wilco vs. Bragg



From guest diarist Tom2: Do you think Billy Bragg will ever recover from the drubbing he got from Wilco on Mermaid Avenue--the Woody Guthrie tribute album? Bragg, fighting for the UK, threw more punches (sang on more tracks) but still got knocked out by the hometown heroes. Let's review.

In the first round, Bragg was hit pretty bad with Wilco's killer lead hook ("California Stars," #2). Bragg could only land the soft blows of "Walt Whitman's Niece" (#1) and "Way Over Yonder in the Minor Key" (#3). These are repetitive rabbit punches--moves we've seen before from the normally pugnacious Brit! It was said that Bragg hit like a girl in this round, but he couldn't even do that: Natalie Merchant's haunting "Birds and Ships" (#4) was far better chin music.

In the second round, Wilco left themselves open with a jangling jab ("Hoodoo Voodoo," #5) that was matched by Bragg's dull hooks on "She Came Along to Me" (#6). At this point, neither fighter was hitting too hard. Then Wilco struck to the heart with "At My Window Sad and Lonely" (#7). It looked grim for Bragg, but he responded by changing the pace entirely with the fancy fretwork of "Ingrid Bergman" (#8). This was, in effect, his number-one hit. The bell rang.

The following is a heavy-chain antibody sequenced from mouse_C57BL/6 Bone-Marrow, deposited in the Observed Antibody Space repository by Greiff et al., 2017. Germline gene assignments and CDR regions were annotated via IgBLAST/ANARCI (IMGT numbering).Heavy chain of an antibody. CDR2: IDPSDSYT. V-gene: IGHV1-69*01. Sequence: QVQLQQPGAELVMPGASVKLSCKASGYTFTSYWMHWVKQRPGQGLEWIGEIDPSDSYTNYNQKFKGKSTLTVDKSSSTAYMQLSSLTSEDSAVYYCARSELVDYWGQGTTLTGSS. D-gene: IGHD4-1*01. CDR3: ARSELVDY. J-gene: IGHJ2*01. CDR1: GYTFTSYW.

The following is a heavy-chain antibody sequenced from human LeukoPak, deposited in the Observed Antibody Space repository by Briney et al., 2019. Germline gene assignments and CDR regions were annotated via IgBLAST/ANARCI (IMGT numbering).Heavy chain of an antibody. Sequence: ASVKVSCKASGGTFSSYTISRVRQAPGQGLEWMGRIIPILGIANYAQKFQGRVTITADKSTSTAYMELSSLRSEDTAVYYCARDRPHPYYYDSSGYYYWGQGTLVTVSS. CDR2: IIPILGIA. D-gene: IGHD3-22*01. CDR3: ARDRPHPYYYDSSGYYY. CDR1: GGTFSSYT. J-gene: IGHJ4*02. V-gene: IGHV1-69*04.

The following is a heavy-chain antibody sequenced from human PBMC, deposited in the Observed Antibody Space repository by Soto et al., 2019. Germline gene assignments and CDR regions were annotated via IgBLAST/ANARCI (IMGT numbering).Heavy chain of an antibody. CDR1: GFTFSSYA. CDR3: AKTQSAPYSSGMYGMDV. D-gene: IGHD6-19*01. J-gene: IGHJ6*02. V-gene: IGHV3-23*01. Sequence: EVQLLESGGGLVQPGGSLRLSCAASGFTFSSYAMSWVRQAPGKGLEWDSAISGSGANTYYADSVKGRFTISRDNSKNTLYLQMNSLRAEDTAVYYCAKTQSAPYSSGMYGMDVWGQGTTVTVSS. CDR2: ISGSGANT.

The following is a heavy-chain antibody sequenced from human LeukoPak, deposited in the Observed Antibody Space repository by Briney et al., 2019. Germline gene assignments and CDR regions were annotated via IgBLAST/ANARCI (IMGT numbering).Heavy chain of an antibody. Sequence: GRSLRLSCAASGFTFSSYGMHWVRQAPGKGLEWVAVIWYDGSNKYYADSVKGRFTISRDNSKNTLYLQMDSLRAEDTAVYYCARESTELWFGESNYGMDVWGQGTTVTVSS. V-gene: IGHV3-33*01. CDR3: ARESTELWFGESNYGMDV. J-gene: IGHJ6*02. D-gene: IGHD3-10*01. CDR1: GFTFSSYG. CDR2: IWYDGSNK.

In the final round, Wilco led with a hanging cross--"Christ for President" (#9)--which was countered by Bragg's upbeat uppercut, which, he boasted later, "I Guess I Planted" (#10). But the bravado was short-lived. Because from that point on, Wilco started landing powerful punches "One by One" (#11), which Bragg could not even parry, his knees buckling on the hollow "Eisler on the Go" (#12). Wilco continued to battered the man, peppering him with the tuneful "Hesitating Beauty" (#13) until the crowd was crooning the soulful strains of "Another Man's Done Gone" (#14), as Bragg was knocked out flat on the mat. He lay there, tired and downbeat, for a quite awhile--five minutes and nine seconds, in fact--like "The Unwelcome Guest" (#15).

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